Mr Francois: When an individual is pursuing a compensation claim as a result of alleged sexual assault or rape, the Ministry of Defence would normally expect to see some or all of the following: proof of the claimant's involvement with the organisation against whom the claim is made, whether proof of employment or proof of contact with the organisation, e.g. membership of the cadets if the alleged abuser was a cadet leader; notification to the police of the allegations including a police statement and, possibly, police interview; evidence of other allegations, if there are any; and medical records indicating that the allegations have been disclosed outside of the litigation.
Armed Forces: Smallpox
Mr Francois: A small number of armed forces and Defence Medical Services personnel are vaccinated against smallpox. However the precise figures are not released into the public domain as its disclosure would be likely to prejudice the capability, effectiveness or security of the armed forces.
Armed Forces: Yemen
Mr Holloway: To ask the Secretary of State for Defence how many British nationals of Yemeni origin serve in the armed forces; and how many such personnel are deployed in that region for their linguistic abilities. 
Mr Francois: The issue of deportation for any individual is a matter for the United Kingdom Border Agency and not for the Ministry of Defence (MOD). It is not appropriate to comment on individual cases. However, officials from the United Kingdom Border Agency and the MOD meet regularly to discuss a variety of issues including those relating to the immigration policy for Foreign and Commonwealth personnel.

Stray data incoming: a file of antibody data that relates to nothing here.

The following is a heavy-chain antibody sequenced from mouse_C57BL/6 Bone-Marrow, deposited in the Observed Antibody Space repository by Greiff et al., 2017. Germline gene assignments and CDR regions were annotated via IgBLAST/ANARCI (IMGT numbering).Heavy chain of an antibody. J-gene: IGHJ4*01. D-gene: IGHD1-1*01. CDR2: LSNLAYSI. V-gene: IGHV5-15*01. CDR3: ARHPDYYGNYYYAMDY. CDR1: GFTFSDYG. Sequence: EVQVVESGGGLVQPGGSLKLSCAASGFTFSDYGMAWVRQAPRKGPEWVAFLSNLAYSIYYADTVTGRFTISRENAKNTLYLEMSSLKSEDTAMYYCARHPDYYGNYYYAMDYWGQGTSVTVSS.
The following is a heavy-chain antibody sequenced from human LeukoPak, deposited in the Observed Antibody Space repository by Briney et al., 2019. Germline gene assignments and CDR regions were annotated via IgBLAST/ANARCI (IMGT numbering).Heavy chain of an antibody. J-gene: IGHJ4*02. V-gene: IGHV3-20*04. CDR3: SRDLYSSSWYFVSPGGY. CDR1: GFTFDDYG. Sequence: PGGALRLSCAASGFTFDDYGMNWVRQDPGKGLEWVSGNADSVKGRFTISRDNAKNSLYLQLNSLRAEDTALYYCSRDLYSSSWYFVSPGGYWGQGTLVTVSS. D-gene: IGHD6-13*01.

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Defence Munitions Longtown
Defence Technology Centres
Mr Dunne: The Ministry of Defence (MOD) placed contracts for four defence technology centres (DTCs): Defence Information Fusion (DIF) DTC, which expired in March 2009, Electromagnetic Remote Sensing (EMRS) DTC, which expired in May 2010, Human Factors Integration (HFI) DTC, which expired in March 2012, and Systems Engineering for Autonomous Systems (SEAS) DTC, which expired in March 2012. The MOD's annual spend on each DTC contract over the last five years is shown in the following table.
|£ million (Exclusive of VAT at current prices)|
Mr Kevan Jones: To ask the Secretary of State for Defence which (a) Ministers, (b) civil servants and (c) senior military personnel have worked on contracts between his Department and Elbit Systems since May 2010. 
Mr Dunne: The Ministry of Defence (MOD) has agreed one contract with Elbit Systems since May 2010. Contract Apache 020 with Elbit Systems of America, worth $127,420, signed on 1 December 2010, was for the procurement of 42 visors for Apache helicopter crew helmets.
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membership. This committee has an independent scrutiny team which reports to Ministers and the permanent secretary. The equipment plan is reviewed by both the committee and the scrutiny team on a quarterly basis, when all new projects are heavily scrutinised.
Tom Blenkinsop: To ask the Secretary of State for Defence what recent discussions he has had with the Secretary of State for (a) the Home Department and (b) Foreign and Commonwealth Affairs on granting UK passports and right of abode to people from Hong Kong who served as enlisted members of the Army during the period of UK rule.